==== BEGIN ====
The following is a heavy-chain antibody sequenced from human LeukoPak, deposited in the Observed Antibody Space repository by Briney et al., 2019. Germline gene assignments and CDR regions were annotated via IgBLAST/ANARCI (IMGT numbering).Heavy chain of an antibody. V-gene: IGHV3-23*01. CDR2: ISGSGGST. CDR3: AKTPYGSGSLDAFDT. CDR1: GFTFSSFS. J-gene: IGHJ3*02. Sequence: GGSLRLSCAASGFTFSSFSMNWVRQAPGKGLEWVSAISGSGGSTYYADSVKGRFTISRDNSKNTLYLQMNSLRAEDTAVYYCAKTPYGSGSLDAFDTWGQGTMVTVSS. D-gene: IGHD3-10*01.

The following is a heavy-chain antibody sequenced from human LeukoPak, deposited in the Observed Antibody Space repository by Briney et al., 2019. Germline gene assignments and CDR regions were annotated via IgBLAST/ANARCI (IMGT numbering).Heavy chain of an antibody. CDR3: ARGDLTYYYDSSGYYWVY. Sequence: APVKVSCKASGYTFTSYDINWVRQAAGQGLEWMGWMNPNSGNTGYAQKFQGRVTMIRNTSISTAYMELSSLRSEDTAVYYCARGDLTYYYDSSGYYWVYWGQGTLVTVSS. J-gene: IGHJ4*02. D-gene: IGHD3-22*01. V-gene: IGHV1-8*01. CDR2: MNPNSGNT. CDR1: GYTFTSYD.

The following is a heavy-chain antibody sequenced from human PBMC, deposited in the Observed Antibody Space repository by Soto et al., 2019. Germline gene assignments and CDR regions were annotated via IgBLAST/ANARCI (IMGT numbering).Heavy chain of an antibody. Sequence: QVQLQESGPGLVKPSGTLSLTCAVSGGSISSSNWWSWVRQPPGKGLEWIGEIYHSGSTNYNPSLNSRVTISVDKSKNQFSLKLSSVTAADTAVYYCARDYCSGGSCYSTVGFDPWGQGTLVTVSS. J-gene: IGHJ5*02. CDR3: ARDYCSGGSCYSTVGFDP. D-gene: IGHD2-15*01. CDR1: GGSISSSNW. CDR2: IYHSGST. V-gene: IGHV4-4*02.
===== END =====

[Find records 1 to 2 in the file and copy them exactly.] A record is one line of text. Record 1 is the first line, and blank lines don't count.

The following is a heavy-chain antibody sequenced from human LeukoPak, deposited in the Observed Antibody Space repository by Briney et al., 2019. Germline gene assignments and CDR regions were annotated via IgBLAST/ANARCI (IMGT numbering).Heavy chain of an antibody. V-gene: IGHV3-23*01. CDR2: ISGSGGST. CDR3: AKTPYGSGSLDAFDT. CDR1: GFTFSSFS. J-gene: IGHJ3*02. Sequence: GGSLRLSCAASGFTFSSFSMNWVRQAPGKGLEWVSAISGSGGSTYYADSVKGRFTISRDNSKNTLYLQMNSLRAEDTAVYYCAKTPYGSGSLDAFDTWGQGTMVTVSS. D-gene: IGHD3-10*01.

The following is a heavy-chain antibody sequenced from human LeukoPak, deposited in the Observed Antibody Space repository by Briney et al., 2019. Germline gene assignments and CDR regions were annotated via IgBLAST/ANARCI (IMGT numbering).Heavy chain of an antibody. CDR3: ARGDLTYYYDSSGYYWVY. Sequence: APVKVSCKASGYTFTSYDINWVRQAAGQGLEWMGWMNPNSGNTGYAQKFQGRVTMIRNTSISTAYMELSSLRSEDTAVYYCARGDLTYYYDSSGYYWVYWGQGTLVTVSS. J-gene: IGHJ4*02. D-gene: IGHD3-22*01. V-gene: IGHV1-8*01. CDR2: MNPNSGNT. CDR1: GYTFTSYD.